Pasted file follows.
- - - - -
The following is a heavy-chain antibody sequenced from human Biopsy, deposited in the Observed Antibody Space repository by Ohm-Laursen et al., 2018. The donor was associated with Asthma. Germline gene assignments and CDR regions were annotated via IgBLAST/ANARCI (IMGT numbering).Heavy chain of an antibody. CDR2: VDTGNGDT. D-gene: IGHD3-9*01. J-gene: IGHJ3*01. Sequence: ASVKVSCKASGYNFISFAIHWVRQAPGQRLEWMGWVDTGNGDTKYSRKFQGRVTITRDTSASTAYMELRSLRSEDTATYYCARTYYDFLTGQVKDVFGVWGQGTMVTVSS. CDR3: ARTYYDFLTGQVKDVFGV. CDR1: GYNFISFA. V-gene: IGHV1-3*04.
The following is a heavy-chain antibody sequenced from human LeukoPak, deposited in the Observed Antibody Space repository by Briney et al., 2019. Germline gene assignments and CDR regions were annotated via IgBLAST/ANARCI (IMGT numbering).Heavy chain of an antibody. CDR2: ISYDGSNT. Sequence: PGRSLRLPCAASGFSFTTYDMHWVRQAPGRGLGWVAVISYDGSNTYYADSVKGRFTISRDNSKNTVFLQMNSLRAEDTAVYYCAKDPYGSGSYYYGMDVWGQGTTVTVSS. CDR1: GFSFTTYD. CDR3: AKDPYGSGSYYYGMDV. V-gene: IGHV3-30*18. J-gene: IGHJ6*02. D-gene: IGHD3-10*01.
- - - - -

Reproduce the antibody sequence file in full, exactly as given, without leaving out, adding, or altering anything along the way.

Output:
The following is a heavy-chain antibody sequenced from human Biopsy, deposited in the Observed Antibody Space repository by Ohm-Laursen et al., 2018. The donor was associated with Asthma. Germline gene assignments and CDR regions were annotated via IgBLAST/ANARCI (IMGT numbering).Heavy chain of an antibody. CDR2: VDTGNGDT. D-gene: IGHD3-9*01. J-gene: IGHJ3*01. Sequence: ASVKVSCKASGYNFISFAIHWVRQAPGQRLEWMGWVDTGNGDTKYSRKFQGRVTITRDTSASTAYMELRSLRSEDTATYYCARTYYDFLTGQVKDVFGVWGQGTMVTVSS. CDR3: ARTYYDFLTGQVKDVFGV. CDR1: GYNFISFA. V-gene: IGHV1-3*04.
The following is a heavy-chain antibody sequenced from human LeukoPak, deposited in the Observed Antibody Space repository by Briney et al., 2019. Germline gene assignments and CDR regions were annotated via IgBLAST/ANARCI (IMGT numbering).Heavy chain of an antibody. CDR2: ISYDGSNT. Sequence: PGRSLRLPCAASGFSFTTYDMHWVRQAPGRGLGWVAVISYDGSNTYYADSVKGRFTISRDNSKNTVFLQMNSLRAEDTAVYYCAKDPYGSGSYYYGMDVWGQGTTVTVSS. CDR1: GFSFTTYD. CDR3: AKDPYGSGSYYYGMDV. V-gene: IGHV3-30*18. J-gene: IGHJ6*02. D-gene: IGHD3-10*01.